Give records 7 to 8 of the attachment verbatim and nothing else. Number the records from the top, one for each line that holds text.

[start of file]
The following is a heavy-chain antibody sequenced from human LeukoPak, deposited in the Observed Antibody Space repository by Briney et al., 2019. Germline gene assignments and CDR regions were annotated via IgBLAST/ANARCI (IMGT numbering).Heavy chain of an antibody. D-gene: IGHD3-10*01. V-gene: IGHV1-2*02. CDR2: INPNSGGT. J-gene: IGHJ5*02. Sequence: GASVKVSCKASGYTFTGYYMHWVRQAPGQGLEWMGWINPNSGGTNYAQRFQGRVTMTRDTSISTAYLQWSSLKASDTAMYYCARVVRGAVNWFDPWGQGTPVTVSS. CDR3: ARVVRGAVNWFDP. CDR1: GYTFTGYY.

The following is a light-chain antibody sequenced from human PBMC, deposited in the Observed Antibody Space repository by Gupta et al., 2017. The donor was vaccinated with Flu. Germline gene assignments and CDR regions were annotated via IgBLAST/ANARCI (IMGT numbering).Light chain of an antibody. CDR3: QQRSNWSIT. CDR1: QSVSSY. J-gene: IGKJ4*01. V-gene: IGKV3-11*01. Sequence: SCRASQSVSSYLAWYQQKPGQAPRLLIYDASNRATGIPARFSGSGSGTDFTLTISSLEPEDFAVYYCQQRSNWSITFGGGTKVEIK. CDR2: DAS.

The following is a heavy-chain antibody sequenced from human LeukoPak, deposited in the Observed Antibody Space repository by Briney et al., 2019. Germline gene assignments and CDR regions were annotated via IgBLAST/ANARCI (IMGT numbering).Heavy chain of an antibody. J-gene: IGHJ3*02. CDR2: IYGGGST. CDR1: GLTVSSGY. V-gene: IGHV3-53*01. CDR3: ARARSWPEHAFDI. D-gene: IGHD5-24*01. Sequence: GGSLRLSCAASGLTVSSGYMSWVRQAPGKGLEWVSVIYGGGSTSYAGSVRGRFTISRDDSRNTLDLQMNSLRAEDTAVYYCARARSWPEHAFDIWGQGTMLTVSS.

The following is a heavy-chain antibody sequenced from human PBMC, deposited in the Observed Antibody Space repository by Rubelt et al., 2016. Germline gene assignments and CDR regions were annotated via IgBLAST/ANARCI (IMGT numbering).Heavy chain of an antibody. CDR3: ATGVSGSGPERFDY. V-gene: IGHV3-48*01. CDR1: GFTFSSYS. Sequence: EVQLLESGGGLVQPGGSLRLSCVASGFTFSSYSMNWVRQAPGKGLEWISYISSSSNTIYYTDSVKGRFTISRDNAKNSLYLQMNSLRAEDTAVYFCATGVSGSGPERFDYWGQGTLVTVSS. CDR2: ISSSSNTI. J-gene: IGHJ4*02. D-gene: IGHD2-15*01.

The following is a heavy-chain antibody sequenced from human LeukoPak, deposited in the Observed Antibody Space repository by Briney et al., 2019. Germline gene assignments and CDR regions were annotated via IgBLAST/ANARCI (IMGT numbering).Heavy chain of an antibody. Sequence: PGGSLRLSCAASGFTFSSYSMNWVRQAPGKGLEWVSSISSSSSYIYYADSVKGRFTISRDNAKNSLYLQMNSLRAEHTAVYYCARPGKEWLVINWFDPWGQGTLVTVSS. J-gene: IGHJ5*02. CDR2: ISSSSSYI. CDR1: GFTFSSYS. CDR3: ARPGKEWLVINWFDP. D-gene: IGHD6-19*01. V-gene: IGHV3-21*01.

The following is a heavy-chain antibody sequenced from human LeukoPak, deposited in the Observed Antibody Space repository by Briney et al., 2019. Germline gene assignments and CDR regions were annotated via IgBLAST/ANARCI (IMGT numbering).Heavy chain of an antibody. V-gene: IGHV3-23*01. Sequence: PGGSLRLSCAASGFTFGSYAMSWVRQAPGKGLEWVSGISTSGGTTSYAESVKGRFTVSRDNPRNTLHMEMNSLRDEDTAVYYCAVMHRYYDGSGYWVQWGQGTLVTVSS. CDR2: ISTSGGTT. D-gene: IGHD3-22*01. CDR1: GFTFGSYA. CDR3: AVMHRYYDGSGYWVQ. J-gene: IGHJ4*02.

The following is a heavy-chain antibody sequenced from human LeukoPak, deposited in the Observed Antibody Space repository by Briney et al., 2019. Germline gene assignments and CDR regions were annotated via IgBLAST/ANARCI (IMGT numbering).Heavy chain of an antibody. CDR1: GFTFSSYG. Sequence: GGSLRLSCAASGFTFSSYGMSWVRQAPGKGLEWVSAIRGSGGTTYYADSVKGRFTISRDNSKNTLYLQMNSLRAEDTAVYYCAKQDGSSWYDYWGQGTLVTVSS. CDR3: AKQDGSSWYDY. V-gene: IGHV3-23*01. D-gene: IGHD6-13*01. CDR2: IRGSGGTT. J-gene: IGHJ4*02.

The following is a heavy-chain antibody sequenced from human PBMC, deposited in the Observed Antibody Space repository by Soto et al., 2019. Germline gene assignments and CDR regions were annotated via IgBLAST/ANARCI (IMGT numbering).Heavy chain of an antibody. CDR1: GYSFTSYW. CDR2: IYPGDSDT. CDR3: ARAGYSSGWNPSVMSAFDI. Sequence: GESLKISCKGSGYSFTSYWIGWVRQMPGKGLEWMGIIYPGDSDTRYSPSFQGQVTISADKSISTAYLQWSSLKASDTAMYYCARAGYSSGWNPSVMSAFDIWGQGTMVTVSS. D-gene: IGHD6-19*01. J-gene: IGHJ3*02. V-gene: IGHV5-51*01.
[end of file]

The following is a heavy-chain antibody sequenced from human LeukoPak, deposited in the Observed Antibody Space repository by Briney et al., 2019. Germline gene assignments and CDR regions were annotated via IgBLAST/ANARCI (IMGT numbering).Heavy chain of an antibody. CDR1: GFTFSSYG. Sequence: GGSLRLSCAASGFTFSSYGMSWVRQAPGKGLEWVSAIRGSGGTTYYADSVKGRFTISRDNSKNTLYLQMNSLRAEDTAVYYCAKQDGSSWYDYWGQGTLVTVSS. CDR3: AKQDGSSWYDY. V-gene: IGHV3-23*01. D-gene: IGHD6-13*01. CDR2: IRGSGGTT. J-gene: IGHJ4*02.

The following is a heavy-chain antibody sequenced from human PBMC, deposited in the Observed Antibody Space repository by Soto et al., 2019. Germline gene assignments and CDR regions were annotated via IgBLAST/ANARCI (IMGT numbering).Heavy chain of an antibody. CDR1: GYSFTSYW. CDR2: IYPGDSDT. CDR3: ARAGYSSGWNPSVMSAFDI. Sequence: GESLKISCKGSGYSFTSYWIGWVRQMPGKGLEWMGIIYPGDSDTRYSPSFQGQVTISADKSISTAYLQWSSLKASDTAMYYCARAGYSSGWNPSVMSAFDIWGQGTMVTVSS. D-gene: IGHD6-19*01. J-gene: IGHJ3*02. V-gene: IGHV5-51*01.